Unlike canvas art, or even sculptures where spatial destiny can be of little importance, place is a priority in the creative process of site-specific art and installations. The work is always in play, to varying degrees, with the people who enter the space. And like architecture, such art is very much about human interaction – to be engaged with.
Working with and adapting a space to serve a new function, the two disciplines seem to cross at more than one point. Becoming more widespread, even sought-after by architects and the public alike, site-specific art shows a shift in how we’re interacting with our urban spaces.
Walking around our cities, we experience artworks like this on a regular basis, such as major sculptures by metal artists KORBAN/FLAUBERT or the wonderful guerrilla-style wool installations by Suki. Some are more temporary, such as the bold, saturated painted works by Emma Coulter, or the gritty tape art by Klara (both that you can see in action at Melbourne Indesign in August) – which adds a level of timeliness to the experience.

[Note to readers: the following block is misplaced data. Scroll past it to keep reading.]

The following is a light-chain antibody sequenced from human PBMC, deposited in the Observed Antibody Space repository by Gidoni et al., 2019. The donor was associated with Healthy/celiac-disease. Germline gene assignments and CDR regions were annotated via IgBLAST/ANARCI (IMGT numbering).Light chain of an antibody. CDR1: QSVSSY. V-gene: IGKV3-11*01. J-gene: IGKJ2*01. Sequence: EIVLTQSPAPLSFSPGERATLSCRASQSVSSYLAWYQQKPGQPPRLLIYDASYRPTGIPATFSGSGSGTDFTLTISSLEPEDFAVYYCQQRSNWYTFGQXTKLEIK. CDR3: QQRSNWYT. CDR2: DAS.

We’re interested in this spatial-driven art and the creators behind it: what are the motives for making art within a landscape rather than for a white wall? And how do these works play into our lives? We spoke with Emma Coulter, KORBAN/FLAUBERT, Klara and Suki to find out.
“…I’m exploring the boundaries between painting and the built environment through a series of spatial works, which involves the manipulation of two and three dimensional surfaces. Each new spatial project is about responding directly to the site; a unique opportunity to respond to the inherent characteristics, and existing constraints.”
Klaras site specific work for Vodafone event curated by Alleycat Creative
“There’s a romantic connection between [site and work] that heavily resonates with me and hopefully the viewer also. I’m all about making ideas a reality, thoughts become things. To see a site and have intentions of developing on it and creating something new excites me.”
“There is a physical response to the perception of movement in sculpture. A sense of physical involvement and unwilled mirroring or imitation (motor simulation).”
Suki’s site specific work for Space & Co refurb curated by Alleycat Creative
“I like the idea of art working with and adding to the surroundings, it draws you into the environment and helps you to appreciate the quiet beauty of the landscape.”